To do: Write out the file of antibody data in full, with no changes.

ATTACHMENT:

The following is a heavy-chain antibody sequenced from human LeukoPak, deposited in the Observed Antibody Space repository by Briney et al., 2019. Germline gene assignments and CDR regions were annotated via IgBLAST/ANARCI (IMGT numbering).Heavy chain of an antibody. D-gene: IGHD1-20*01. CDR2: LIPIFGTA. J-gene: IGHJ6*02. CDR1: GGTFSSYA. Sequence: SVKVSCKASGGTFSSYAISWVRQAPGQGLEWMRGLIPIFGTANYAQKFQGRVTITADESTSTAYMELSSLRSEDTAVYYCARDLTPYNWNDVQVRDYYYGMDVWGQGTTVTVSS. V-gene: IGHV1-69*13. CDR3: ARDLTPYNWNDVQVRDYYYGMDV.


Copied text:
The following is a heavy-chain antibody sequenced from human LeukoPak, deposited in the Observed Antibody Space repository by Briney et al., 2019. Germline gene assignments and CDR regions were annotated via IgBLAST/ANARCI (IMGT numbering).Heavy chain of an antibody. D-gene: IGHD1-20*01. CDR2: LIPIFGTA. J-gene: IGHJ6*02. CDR1: GGTFSSYA. Sequence: SVKVSCKASGGTFSSYAISWVRQAPGQGLEWMRGLIPIFGTANYAQKFQGRVTITADESTSTAYMELSSLRSEDTAVYYCARDLTPYNWNDVQVRDYYYGMDVWGQGTTVTVSS. V-gene: IGHV1-69*13. CDR3: ARDLTPYNWNDVQVRDYYYGMDV.